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  29. eliza

    eliza Guest

    Thank you, very clear explanation. I know Roland Garros is the venue, but I never heard quoted any other way. The poster that says is a "journalistic thing"is probably right on!!!!

    Do you think these events are "less important"for a tennis player? Maybe because on clay?
     
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  30. eliza

    eliza Guest

    100% right on, very powerful trade-mark.
     
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  31. Mustard

    Mustard Talk Tennis Guru

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    Does it really matter? Call it the French Open/Roland Garros or the US Open/Flushing Meadows, we all know what it means.
     
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  32. eliza

    eliza Guest

    I love languages, and found this very bizarre. It is like every country tries to make the other his/hers, by changing the names of cities. Except we Italians: otherwise NY should be Nuova Yorka, or Detroit Ditroita.....Los Angeles, Gli Angeli (that's cute).....
     
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  33. eliza

    eliza Guest

    No really, the discussion started with me keeping referring to Schiavone preparing for Roland Garros, and this guy keeping staring at me until he went: ohhh, you mean "the French Open".......
     
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  34. vsbabolat

    vsbabolat Legend

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    The FFT wants to brand it's Major as Roland Garros. But remember that the FFT last year threatened to move the Tournament out of Stade Roland Garros if it could not expand the sight. Also the French Championships have been going on before Stade Roland Garros was constructed in 1928. So the tournament really is the French Open. Roland Garros is the venue.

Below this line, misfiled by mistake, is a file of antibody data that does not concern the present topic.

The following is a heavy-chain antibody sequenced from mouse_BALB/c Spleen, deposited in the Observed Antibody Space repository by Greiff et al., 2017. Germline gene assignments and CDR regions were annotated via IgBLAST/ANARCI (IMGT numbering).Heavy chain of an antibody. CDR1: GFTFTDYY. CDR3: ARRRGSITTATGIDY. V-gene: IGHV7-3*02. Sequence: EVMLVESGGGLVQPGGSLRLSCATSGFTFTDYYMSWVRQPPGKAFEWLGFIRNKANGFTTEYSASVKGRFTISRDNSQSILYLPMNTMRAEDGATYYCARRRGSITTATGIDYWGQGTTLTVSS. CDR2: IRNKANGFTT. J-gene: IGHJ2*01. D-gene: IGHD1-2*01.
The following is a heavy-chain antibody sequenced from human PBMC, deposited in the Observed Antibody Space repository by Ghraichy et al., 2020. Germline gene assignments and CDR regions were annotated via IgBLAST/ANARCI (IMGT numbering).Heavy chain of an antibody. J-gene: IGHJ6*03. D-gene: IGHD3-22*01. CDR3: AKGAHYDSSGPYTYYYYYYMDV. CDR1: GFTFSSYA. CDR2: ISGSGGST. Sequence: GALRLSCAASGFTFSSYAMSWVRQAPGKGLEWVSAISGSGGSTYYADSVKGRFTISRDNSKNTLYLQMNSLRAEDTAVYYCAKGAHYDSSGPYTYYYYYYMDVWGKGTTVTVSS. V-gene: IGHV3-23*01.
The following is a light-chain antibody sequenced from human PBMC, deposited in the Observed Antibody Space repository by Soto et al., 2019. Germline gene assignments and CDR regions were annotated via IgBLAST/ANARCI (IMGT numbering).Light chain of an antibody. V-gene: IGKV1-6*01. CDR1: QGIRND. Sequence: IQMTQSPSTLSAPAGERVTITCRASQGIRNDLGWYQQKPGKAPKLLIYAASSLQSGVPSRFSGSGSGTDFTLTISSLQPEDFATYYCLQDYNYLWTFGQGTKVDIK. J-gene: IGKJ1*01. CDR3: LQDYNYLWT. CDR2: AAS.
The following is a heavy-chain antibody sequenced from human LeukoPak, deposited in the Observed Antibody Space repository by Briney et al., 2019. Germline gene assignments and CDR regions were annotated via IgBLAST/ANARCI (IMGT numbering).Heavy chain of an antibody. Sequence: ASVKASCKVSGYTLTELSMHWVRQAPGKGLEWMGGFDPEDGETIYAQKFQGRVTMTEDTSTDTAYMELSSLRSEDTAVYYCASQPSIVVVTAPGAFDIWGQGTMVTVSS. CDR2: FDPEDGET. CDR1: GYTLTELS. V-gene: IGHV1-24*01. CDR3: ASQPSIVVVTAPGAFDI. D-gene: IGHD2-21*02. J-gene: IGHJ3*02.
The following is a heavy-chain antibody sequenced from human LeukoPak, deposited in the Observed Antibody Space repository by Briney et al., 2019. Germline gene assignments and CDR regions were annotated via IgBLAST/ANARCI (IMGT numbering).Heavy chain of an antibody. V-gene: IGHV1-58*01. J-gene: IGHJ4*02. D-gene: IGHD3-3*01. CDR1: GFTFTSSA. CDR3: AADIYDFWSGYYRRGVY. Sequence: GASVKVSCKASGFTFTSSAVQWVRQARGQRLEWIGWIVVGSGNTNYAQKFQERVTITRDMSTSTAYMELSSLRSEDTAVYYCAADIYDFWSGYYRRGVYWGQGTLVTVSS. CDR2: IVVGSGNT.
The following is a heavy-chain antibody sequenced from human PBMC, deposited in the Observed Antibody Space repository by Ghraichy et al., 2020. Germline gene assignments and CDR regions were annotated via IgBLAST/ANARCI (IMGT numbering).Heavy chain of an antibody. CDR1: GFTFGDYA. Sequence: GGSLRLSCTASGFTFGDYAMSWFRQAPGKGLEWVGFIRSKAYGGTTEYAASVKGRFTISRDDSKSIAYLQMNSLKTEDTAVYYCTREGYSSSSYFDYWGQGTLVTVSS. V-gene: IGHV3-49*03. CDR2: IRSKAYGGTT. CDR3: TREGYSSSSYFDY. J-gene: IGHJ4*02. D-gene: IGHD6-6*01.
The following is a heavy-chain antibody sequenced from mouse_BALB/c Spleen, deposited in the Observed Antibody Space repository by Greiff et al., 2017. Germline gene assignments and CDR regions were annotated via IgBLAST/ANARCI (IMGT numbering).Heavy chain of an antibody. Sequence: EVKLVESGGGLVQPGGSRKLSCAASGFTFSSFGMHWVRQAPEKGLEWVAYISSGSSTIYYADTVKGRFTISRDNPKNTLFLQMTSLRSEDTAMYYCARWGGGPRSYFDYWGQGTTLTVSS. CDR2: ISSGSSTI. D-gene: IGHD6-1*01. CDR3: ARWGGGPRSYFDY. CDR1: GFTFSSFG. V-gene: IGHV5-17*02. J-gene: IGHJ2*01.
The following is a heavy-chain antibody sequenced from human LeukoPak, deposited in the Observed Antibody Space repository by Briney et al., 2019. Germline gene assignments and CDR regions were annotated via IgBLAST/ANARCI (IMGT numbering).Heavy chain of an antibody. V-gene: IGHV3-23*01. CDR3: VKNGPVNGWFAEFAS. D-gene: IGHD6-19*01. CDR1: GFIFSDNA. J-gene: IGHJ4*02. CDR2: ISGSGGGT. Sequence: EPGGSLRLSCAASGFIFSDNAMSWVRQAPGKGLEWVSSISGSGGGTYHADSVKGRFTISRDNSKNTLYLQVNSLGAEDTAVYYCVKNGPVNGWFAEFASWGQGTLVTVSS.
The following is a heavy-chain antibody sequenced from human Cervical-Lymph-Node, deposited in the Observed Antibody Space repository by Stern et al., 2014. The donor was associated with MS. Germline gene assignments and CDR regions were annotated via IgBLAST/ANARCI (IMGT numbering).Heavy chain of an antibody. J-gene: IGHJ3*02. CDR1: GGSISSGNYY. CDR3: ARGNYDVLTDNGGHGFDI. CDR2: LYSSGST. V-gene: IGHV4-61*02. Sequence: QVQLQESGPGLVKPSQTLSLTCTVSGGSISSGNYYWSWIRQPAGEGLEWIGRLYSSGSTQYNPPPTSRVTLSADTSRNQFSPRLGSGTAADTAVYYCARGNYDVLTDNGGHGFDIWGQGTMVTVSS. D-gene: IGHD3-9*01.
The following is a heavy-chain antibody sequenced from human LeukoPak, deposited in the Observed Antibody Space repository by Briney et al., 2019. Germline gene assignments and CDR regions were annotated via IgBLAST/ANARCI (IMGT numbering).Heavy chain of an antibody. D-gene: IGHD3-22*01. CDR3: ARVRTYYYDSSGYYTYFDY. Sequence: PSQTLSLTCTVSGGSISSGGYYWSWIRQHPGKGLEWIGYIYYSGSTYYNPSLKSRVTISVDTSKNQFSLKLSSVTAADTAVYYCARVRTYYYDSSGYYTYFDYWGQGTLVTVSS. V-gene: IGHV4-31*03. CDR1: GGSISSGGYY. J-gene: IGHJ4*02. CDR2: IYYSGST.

In Europe and South America the French Open or if you prefer Roland Garros is the most important tournament of the year. While in the U.S. it is Wimbledon and the U.S. Open that holds the most importance. Or if you live in Asia the Australian Open is the most important tournament on the calender.
     
    Last edited: May 1, 2011
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  35. Dilettante

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    I though Americans called everything French: toasts, fries, kisses, and everything that the French didn't invent whatsoever.

    So why not call French the French Open, that is really French.
     
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  36. sdont

    sdont Legend

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    Roland Garros is not ony the name of the place, it's the trademark, and how everybody in France calls the tournament. There is no French translation for "French Open". Paris-Bercy is sometimes refered as l'Open de France but it's rare.